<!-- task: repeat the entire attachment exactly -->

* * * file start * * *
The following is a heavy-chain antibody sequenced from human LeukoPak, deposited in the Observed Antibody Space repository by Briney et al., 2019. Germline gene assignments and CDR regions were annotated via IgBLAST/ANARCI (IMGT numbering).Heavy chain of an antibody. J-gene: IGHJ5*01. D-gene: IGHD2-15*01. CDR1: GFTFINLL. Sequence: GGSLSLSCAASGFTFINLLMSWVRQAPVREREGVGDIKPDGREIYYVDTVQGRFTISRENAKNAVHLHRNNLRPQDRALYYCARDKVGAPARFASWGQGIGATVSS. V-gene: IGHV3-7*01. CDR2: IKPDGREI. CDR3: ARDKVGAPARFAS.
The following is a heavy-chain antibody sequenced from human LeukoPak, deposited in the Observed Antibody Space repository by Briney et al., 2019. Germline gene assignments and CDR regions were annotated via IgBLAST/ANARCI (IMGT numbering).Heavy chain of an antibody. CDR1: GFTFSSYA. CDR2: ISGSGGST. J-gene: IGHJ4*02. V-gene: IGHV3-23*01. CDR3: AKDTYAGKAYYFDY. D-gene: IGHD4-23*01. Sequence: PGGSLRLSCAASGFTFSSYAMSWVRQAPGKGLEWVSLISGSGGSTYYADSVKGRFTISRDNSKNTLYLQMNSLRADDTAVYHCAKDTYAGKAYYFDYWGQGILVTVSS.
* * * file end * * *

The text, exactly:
The following is a heavy-chain antibody sequenced from human LeukoPak, deposited in the Observed Antibody Space repository by Briney et al., 2019. Germline gene assignments and CDR regions were annotated via IgBLAST/ANARCI (IMGT numbering).Heavy chain of an antibody. J-gene: IGHJ5*01. D-gene: IGHD2-15*01. CDR1: GFTFINLL. Sequence: GGSLSLSCAASGFTFINLLMSWVRQAPVREREGVGDIKPDGREIYYVDTVQGRFTISRENAKNAVHLHRNNLRPQDRALYYCARDKVGAPARFASWGQGIGATVSS. V-gene: IGHV3-7*01. CDR2: IKPDGREI. CDR3: ARDKVGAPARFAS.
The following is a heavy-chain antibody sequenced from human LeukoPak, deposited in the Observed Antibody Space repository by Briney et al., 2019. Germline gene assignments and CDR regions were annotated via IgBLAST/ANARCI (IMGT numbering).Heavy chain of an antibody. CDR1: GFTFSSYA. CDR2: ISGSGGST. J-gene: IGHJ4*02. V-gene: IGHV3-23*01. CDR3: AKDTYAGKAYYFDY. D-gene: IGHD4-23*01. Sequence: PGGSLRLSCAASGFTFSSYAMSWVRQAPGKGLEWVSLISGSGGSTYYADSVKGRFTISRDNSKNTLYLQMNSLRADDTAVYHCAKDTYAGKAYYFDYWGQGILVTVSS.